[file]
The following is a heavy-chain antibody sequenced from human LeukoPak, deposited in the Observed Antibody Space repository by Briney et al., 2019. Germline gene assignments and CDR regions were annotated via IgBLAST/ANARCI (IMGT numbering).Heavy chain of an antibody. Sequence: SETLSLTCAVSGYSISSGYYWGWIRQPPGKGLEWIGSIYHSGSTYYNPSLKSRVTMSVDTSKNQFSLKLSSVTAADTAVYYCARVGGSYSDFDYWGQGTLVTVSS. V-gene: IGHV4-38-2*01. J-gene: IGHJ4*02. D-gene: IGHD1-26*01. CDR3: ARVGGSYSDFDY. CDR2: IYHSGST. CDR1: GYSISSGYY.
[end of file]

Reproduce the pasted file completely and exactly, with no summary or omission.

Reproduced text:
The following is a heavy-chain antibody sequenced from human LeukoPak, deposited in the Observed Antibody Space repository by Briney et al., 2019. Germline gene assignments and CDR regions were annotated via IgBLAST/ANARCI (IMGT numbering).Heavy chain of an antibody. Sequence: SETLSLTCAVSGYSISSGYYWGWIRQPPGKGLEWIGSIYHSGSTYYNPSLKSRVTMSVDTSKNQFSLKLSSVTAADTAVYYCARVGGSYSDFDYWGQGTLVTVSS. V-gene: IGHV4-38-2*01. J-gene: IGHJ4*02. D-gene: IGHD1-26*01. CDR3: ARVGGSYSDFDY. CDR2: IYHSGST. CDR1: GYSISSGYY.